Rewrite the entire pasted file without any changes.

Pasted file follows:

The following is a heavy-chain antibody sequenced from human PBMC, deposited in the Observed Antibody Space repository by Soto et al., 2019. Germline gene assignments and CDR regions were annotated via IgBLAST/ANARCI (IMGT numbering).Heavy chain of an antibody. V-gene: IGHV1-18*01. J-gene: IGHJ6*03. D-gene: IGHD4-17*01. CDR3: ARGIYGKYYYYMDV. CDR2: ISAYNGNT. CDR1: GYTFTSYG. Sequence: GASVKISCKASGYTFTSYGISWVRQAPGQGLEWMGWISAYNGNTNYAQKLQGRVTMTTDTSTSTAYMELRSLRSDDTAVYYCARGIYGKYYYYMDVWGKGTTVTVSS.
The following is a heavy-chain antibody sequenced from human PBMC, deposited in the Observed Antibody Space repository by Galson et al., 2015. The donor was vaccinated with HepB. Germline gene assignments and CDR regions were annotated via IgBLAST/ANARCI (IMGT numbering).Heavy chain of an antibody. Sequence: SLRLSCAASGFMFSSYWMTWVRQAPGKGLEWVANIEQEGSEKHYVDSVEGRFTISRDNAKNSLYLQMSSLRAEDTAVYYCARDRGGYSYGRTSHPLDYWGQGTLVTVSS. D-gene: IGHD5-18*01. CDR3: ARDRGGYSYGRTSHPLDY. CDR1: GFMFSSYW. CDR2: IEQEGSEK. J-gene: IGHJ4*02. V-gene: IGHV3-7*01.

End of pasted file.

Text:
The following is a heavy-chain antibody sequenced from human PBMC, deposited in the Observed Antibody Space repository by Soto et al., 2019. Germline gene assignments and CDR regions were annotated via IgBLAST/ANARCI (IMGT numbering).Heavy chain of an antibody. V-gene: IGHV1-18*01. J-gene: IGHJ6*03. D-gene: IGHD4-17*01. CDR3: ARGIYGKYYYYMDV. CDR2: ISAYNGNT. CDR1: GYTFTSYG. Sequence: GASVKISCKASGYTFTSYGISWVRQAPGQGLEWMGWISAYNGNTNYAQKLQGRVTMTTDTSTSTAYMELRSLRSDDTAVYYCARGIYGKYYYYMDVWGKGTTVTVSS.
The following is a heavy-chain antibody sequenced from human PBMC, deposited in the Observed Antibody Space repository by Galson et al., 2015. The donor was vaccinated with HepB. Germline gene assignments and CDR regions were annotated via IgBLAST/ANARCI (IMGT numbering).Heavy chain of an antibody. Sequence: SLRLSCAASGFMFSSYWMTWVRQAPGKGLEWVANIEQEGSEKHYVDSVEGRFTISRDNAKNSLYLQMSSLRAEDTAVYYCARDRGGYSYGRTSHPLDYWGQGTLVTVSS. D-gene: IGHD5-18*01. CDR3: ARDRGGYSYGRTSHPLDY. CDR1: GFMFSSYW. CDR2: IEQEGSEK. J-gene: IGHJ4*02. V-gene: IGHV3-7*01.